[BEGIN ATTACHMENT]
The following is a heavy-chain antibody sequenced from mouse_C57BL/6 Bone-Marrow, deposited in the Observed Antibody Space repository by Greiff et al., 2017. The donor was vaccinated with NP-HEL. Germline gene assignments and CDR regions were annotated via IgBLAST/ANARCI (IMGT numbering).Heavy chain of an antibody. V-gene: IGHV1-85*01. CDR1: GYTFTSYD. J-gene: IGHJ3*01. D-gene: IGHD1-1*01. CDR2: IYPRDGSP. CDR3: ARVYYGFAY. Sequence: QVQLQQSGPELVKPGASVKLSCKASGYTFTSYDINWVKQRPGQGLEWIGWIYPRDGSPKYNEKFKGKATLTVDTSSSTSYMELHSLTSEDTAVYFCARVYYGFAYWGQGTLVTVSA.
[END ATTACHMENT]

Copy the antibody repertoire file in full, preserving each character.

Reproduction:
The following is a heavy-chain antibody sequenced from mouse_C57BL/6 Bone-Marrow, deposited in the Observed Antibody Space repository by Greiff et al., 2017. The donor was vaccinated with NP-HEL. Germline gene assignments and CDR regions were annotated via IgBLAST/ANARCI (IMGT numbering).Heavy chain of an antibody. V-gene: IGHV1-85*01. CDR1: GYTFTSYD. J-gene: IGHJ3*01. D-gene: IGHD1-1*01. CDR2: IYPRDGSP. CDR3: ARVYYGFAY. Sequence: QVQLQQSGPELVKPGASVKLSCKASGYTFTSYDINWVKQRPGQGLEWIGWIYPRDGSPKYNEKFKGKATLTVDTSSSTSYMELHSLTSEDTAVYFCARVYYGFAYWGQGTLVTVSA.